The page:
“That’s insane,” she muttered. “I couldn’t use that much water in ten years, much less in 6 months. There’s obviously some mistake here.”
She scanned the bill for the customer service number, found it, and bill in hand, walked up to the office, picked up the phone and dialed the number. After maneuvering her way through a maze of voice mail menu items and waiting to get a live human being on the line … a total of 15 aggravating minutes … a non-recorded human voice came on the line. ” Long Island Water Resources, may I help you?”
“I certainly HOPE so,” Sandy responded. “I have this water bill for $5,000 and there has GOT to be a mistake. I couldn’t use half a million gallons of water in a decade.”
“May I have your account number please?”
Sandy read off the number and waited while the computer brought up the file. “Well, ma’am,” said the disembodied person on the line, “according to our meter reading, that’s your usage.”
“It’s impossible,” Sandy repeated.
“Well, ma’am, that’s what the meter reads.”
Sandy mentally counted to ten and took a deep breath. “May I speak with your supervisor, please?”
“Certainly. If you’ll wait just a moment, I’ll put you through.”
Over the course of the last few years, Sandy had become an expert in dealing with bureaucrats. One of her prime rules was “when in doubt, go up a step in the hierarchy.” On the other end of the phone, music was now playing. She was back on hold.
The last couple of years, nursing her dying husband had given her a kind of dogged determination. She would straighten this out, however long it took. She hoped, though, it wouldn’t take too long.
She drummed her fingers on the desk, waiting for a voice to come on the line. The music on the line changed from classic rock to country, then to a Broadway ballad. Still she waited. Finally, a voice came on the line. “This is George Connor. May I help you?”
“If you are a supervisor at Long Island Water Authority, then maybe you can,” she responded.
“You’ve got the right guy. To whom am I speaking?”
“I’m Sandy McHenry and I’ve just gotten a water bill that says I used half a million gallons of water over the last six months and owe $5,000.”
“Well, did you?”
“That’s ridiculous. I have a 60 by 100 foot plot of land and a house with one and a half baths. I live alone, unless you count the five cats, who, I should add, rarely bathe and never turn on the faucets. There’s clearly some kind of problem that needs to be tracked down. I have low water use toilets, make sure that the pipes and taps don’t leak, and take showers rather than baths. In my entire life I’ll never use this much water … ”
“May I have your account number?” he asked.
Patiently, Sandy read off the numbers again and waited while he brought her account up on the computer.
“I see what you mean,” he said. “You’d have to fill and empty a couple of swimming pools a week to use that much water. There could be a number of possible explanations for this. I think we’ll have to start by sending out a field engineer to look around.”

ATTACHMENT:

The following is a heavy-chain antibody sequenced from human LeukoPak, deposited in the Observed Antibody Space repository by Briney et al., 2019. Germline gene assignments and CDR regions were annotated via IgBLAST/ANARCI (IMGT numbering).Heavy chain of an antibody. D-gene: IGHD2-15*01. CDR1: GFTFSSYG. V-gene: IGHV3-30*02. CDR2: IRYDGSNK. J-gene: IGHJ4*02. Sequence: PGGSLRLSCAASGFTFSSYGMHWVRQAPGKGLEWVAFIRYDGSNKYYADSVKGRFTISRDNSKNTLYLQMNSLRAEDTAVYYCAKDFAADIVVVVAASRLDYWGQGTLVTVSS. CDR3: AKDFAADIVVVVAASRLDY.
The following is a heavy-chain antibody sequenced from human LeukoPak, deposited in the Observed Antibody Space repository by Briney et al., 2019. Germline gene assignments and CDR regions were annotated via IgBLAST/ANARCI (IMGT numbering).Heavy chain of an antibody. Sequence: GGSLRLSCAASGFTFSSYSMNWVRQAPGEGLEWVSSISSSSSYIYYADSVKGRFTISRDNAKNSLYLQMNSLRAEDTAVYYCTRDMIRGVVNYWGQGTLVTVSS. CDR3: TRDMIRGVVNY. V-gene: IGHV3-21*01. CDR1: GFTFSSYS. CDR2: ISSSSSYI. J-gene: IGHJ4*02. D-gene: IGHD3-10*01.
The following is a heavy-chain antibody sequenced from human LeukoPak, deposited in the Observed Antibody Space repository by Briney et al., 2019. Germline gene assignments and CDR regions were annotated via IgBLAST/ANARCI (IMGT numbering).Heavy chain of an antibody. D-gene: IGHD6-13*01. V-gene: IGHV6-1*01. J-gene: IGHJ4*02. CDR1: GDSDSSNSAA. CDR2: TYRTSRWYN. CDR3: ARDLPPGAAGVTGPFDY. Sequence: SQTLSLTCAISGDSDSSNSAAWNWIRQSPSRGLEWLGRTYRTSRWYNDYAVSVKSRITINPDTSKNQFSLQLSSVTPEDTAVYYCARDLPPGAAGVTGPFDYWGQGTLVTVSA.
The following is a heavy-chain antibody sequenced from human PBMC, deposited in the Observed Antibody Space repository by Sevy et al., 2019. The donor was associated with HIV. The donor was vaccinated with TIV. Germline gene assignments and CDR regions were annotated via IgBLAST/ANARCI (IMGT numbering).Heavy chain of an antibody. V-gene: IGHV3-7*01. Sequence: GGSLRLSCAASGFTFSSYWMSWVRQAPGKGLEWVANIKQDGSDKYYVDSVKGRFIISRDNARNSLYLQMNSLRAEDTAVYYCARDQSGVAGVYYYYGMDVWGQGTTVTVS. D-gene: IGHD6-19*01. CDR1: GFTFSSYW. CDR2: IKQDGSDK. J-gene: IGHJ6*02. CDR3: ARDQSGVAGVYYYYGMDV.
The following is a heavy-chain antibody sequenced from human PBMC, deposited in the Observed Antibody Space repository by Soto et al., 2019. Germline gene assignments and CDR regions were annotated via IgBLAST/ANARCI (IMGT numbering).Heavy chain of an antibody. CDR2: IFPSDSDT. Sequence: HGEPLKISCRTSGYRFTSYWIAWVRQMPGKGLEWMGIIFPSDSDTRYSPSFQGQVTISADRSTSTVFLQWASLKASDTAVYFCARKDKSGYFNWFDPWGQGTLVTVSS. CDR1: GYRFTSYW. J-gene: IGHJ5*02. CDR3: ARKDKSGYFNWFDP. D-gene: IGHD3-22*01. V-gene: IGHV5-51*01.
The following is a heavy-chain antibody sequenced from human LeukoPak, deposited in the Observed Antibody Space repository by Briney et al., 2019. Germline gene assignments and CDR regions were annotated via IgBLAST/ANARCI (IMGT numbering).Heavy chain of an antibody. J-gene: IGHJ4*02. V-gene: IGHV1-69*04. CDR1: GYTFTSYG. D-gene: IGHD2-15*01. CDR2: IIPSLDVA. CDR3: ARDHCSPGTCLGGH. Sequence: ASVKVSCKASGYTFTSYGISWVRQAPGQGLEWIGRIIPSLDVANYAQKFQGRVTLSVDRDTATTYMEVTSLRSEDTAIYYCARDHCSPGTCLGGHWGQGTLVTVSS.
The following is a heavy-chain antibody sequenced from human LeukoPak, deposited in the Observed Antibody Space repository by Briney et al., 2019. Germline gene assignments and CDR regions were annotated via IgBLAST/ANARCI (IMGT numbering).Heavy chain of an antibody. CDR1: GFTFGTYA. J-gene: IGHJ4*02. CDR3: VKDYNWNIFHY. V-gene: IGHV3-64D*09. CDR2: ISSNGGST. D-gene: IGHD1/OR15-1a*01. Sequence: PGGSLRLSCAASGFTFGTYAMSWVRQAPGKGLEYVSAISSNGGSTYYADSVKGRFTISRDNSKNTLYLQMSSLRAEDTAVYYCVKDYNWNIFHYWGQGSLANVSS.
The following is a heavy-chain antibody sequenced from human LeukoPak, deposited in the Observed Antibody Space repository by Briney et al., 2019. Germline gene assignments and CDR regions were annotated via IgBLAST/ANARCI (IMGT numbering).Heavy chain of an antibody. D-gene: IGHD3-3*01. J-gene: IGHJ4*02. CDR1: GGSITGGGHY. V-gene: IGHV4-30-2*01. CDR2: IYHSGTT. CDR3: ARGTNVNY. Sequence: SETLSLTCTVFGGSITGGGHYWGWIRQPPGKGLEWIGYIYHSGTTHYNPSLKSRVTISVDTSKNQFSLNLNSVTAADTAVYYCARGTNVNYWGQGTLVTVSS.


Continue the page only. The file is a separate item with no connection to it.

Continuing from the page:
“What do I do about the bill?”
“I will put a freeze on your account for now, so you won’t be considered overdue. We can schedule an engineer to come out tomorrow. Can you be home between 8:00AM and 4:00PM?”
“I guess I’d better be,” she said. Then she sighed. She’d taken so much time off during the last couple of years, another day would hardly matter.
Hanging up the phone, Sandy tacked the bill onto the cork board behind the desk. She leaned back in the chair and looked around the room. So many memories. Before Jonathan had gotten so sick, this had been his “lair,” where he’d kept his old typewriter, books, racks of pipes and humidor. He came up here to write, smoke a pipe, think, escape.
Jonathan had been such a private person. Even after he and Sandy had married, they’d had separate bedrooms. Mostly, they’d slept together in one of the other, but sometimes, he had needed to be alone.
Sandy had known from the start of her relationship with Jonathan that he wasn’t in good health. She’d known he’d had a heart attack before he turned 40, needed daily medication. Had to be careful of his diet. He wasn’t supposed to smoke at all, but he did. He wasn’t supposed to drink, but he did that too. He was supposed to exercise regularly, which he didn’t. And he was 23 years older than Sandy, having turned 50 the day after she turned 27.
But Sandy had loved him. He was charming, witty, original, and smart. He seemed to know something about everything and a lot about some things. He had a rich voice and could tell a story better than anyone she’d ever met. He made her laugh, made her think, helped her grow into herself.
And then, she helped him die.
And now, there was the water bill. A $5,000 water bill. Maybe tomorrow would bring a million dollar electric bill. The excitement, she thought, never ends.
– – –
- Woman served with $16,000 water bill and the utility company insists she pay it (freakoutnation.com)
- What does 70 gallons of water look like? (conserveaqua.wordpress.com)
- California woman served with $16,000 water bill (rawstory.com)